Results: The most evidence-based benefit of MR is the alleviation of muscle soreness; seven of eight studies assessing pain/soreness resulted in a short-term reduction, and a minimum dose of 90 seconds per muscle appeared beneficial. While ten of 17 studies involving ROM showed acute improvements, the results were inconsistent and highly variable. No significant effects on performance were detected.

Conclusion: Available data indicate that MR for 90 seconds per muscle group may be the minimal duration to achieve a short-term reduction in pain/soreness, with no upper limit found. Results do not support increases in chronic ROM or performance, and data are insufficient to provide a conclusive recommendation for impacting acute ROM. The heterogeneity of the literature highlights the need for additional research to determine optimal dose of MR.[14]

Stretching examples

  1. Sit on a rolling chair. Face palms down on the table in front of you. Slide hips back until elbows are almost straight. Keeping the feet on the floor, pull forward using your mid back and the core .
    1. Progression: Rest on the  medial side of the palm.
    2. Further progression: Place palms on the tennis balls and pull forwards.
  2. Desk or Wall stretch: Place palm down, roll the hip away, keeping the feet flat on the floor, rotate to the opposite direction. Turn the neck in the same direction as the trunk.
    1. Progression: above + palm facing up
    2. Further progression: above + extension of the wrist and fingers
  3. Fingers turned towards the back, keeping elbows soft, rise up with arms assisted with  the legs. Gently lean back to intensify the stretch.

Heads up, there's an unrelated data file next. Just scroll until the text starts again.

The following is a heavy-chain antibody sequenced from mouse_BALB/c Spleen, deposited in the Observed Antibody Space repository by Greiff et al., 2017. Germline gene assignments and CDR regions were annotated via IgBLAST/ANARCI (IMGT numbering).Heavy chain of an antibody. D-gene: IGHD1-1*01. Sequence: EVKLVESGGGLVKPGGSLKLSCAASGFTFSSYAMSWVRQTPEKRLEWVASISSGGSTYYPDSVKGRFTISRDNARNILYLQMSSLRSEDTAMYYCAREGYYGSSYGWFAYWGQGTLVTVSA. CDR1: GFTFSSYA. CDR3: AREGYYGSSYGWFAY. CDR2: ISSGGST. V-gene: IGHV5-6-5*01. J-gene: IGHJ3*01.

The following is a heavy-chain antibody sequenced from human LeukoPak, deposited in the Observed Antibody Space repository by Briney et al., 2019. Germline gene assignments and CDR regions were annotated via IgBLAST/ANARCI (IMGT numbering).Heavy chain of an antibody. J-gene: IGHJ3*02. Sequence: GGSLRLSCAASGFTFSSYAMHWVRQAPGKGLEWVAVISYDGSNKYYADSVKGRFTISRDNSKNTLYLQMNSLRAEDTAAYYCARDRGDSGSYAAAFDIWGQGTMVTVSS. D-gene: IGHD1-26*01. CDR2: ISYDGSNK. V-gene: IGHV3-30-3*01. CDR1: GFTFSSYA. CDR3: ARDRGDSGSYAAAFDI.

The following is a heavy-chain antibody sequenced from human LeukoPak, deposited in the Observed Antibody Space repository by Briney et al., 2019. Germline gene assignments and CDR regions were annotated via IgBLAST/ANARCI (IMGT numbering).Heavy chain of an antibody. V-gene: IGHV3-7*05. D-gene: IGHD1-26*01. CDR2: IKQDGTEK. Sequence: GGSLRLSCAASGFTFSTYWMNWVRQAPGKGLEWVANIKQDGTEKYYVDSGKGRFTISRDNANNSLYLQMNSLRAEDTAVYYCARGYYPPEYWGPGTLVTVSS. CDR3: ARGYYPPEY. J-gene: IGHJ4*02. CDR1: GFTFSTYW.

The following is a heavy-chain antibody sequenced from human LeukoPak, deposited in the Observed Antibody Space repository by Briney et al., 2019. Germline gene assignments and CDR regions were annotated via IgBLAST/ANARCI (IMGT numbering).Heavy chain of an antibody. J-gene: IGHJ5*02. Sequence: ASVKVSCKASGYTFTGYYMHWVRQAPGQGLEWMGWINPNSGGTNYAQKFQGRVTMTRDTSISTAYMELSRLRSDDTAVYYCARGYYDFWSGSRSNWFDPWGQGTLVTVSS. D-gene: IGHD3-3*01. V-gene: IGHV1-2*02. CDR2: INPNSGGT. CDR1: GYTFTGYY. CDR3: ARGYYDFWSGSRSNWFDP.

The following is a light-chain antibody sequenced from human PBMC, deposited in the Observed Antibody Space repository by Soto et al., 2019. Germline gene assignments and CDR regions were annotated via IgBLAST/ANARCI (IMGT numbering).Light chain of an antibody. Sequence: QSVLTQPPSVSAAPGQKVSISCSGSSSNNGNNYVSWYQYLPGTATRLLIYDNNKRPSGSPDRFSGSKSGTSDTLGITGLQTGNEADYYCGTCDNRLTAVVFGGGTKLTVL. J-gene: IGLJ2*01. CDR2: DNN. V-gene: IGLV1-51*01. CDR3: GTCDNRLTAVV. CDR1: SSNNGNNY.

1. Progression: With thoracic extension and ER of the shoulder.

References[edit | edit source]

  1. Cheatham SW, Lee M, Cain M, Baker R. The efficacy of instrument assisted soft tissue mobilization: a systematic review. The Journal of the Canadian Chiropractic Association. 2016 Sep;60(3):200.
  2. Baker RT, Nasypany A, Seegmiller JG, Baker JG. Instrument-assisted soft tissue mobilization treatment for tissue extensibility dysfunction. International Journal of Athletic Therapy and Training. 2013 Sep 1;18(5):16-21.
  3. Lee JJ, Lee JJ, Kim DH, You SJ. Inhibitory effects of instrument-assisted neuromobilization on hyperactive gastrocnemius in a hemiparetic stroke patient. Bio-medical materials and engineering. 2014 Jan 1;24(6):2389-94.
  4. 4.0 4.1 Howitt S, Jung S, Hammonds N. Conservative treatment of a tibialis posterior strain in a novice triathlete: a case report. The Journal of the Canadian Chiropractic Association. 2009 Mar;53(1):23.
  5. Papa JA. Conservative management of Achilles Tendinopathy: a case report. The Journal of the Canadian Chiropractic Association. 2012 Sep;56(3):216.
  6. http://www.grastontechnique.com/FAQs.html
  7. 7.0 7.1 https://www.practicalpainmanagement.com/pain/myofascial/diagnosis-management-myofascial-pain-syndrome
  8. The Tai Chi Effect
  9. Wilke J, Krause F, Vogt L, Banzer W. What is evidence-based about myofascial chains: a systematic review. Archives of physical medicine and rehabilitation. 2016 Mar 1;97(3):454-61.
  10. SFMA and Anatomy Trains: Concepts For Assessment and Treatment
  11. 11.0 11.1 Zhang XF, Liu L, Wang BB, Liu X, Li P. Evidence for kinesio taping in management of myofascial pain syndrome: a systematic review and meta-analysis. Clinical rehabilitation. 2019 May;33(5):865-74.
  12. 12.0 12.1 Charles D, Hudgins T, MacNaughton J, Newman E, Tan J, Wigger M. A systematic review of manual therapy techniques, dry cupping and dry needling in the reduction of myofascial pain and myofascial trigger points. Journal of bodywork and movement therapies. 2019 Jul 1;23(3):539-46.
  13. 13.0 13.1 Kalichman L, David CB. Effect of self-myofascial release on myofascial pain, muscle flexibility, and strength: a narrative review. Journal of bodywork and movement therapies. 2017 Apr 1;21(2):446-51.
  14. 14.0 14.1 Hughes GA, Ramer LM. Duration of myofascial rolling for optimal recovery, range of motion, and performance: a systematic review of the literature. International journal of sports physical therapy. 2019 Dec;14(6):845.